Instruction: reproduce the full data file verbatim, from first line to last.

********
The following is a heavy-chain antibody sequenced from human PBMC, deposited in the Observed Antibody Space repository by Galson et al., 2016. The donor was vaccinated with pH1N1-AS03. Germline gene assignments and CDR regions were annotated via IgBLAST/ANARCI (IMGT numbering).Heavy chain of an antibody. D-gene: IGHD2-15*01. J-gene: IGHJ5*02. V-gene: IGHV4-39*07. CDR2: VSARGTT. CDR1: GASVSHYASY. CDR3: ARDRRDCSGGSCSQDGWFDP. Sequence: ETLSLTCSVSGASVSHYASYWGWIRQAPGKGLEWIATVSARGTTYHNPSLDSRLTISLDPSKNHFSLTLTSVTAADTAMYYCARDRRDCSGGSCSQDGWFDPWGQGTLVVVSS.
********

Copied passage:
The following is a heavy-chain antibody sequenced from human PBMC, deposited in the Observed Antibody Space repository by Galson et al., 2016. The donor was vaccinated with pH1N1-AS03. Germline gene assignments and CDR regions were annotated via IgBLAST/ANARCI (IMGT numbering).Heavy chain of an antibody. D-gene: IGHD2-15*01. J-gene: IGHJ5*02. V-gene: IGHV4-39*07. CDR2: VSARGTT. CDR1: GASVSHYASY. CDR3: ARDRRDCSGGSCSQDGWFDP. Sequence: ETLSLTCSVSGASVSHYASYWGWIRQAPGKGLEWIATVSARGTTYHNPSLDSRLTISLDPSKNHFSLTLTSVTAADTAMYYCARDRRDCSGGSCSQDGWFDPWGQGTLVVVSS.